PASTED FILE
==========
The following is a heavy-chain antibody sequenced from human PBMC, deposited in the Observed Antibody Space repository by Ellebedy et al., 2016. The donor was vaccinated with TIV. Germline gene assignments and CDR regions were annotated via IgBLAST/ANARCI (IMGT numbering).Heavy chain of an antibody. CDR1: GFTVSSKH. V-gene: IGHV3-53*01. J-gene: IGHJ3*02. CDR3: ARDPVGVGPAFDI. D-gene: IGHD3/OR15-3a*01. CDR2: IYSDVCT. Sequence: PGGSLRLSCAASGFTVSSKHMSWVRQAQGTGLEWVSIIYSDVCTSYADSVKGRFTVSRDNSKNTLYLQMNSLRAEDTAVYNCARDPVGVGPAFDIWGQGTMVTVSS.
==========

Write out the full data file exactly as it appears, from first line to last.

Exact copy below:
The following is a heavy-chain antibody sequenced from human PBMC, deposited in the Observed Antibody Space repository by Ellebedy et al., 2016. The donor was vaccinated with TIV. Germline gene assignments and CDR regions were annotated via IgBLAST/ANARCI (IMGT numbering).Heavy chain of an antibody. CDR1: GFTVSSKH. V-gene: IGHV3-53*01. J-gene: IGHJ3*02. CDR3: ARDPVGVGPAFDI. D-gene: IGHD3/OR15-3a*01. CDR2: IYSDVCT. Sequence: PGGSLRLSCAASGFTVSSKHMSWVRQAQGTGLEWVSIIYSDVCTSYADSVKGRFTVSRDNSKNTLYLQMNSLRAEDTAVYNCARDPVGVGPAFDIWGQGTMVTVSS.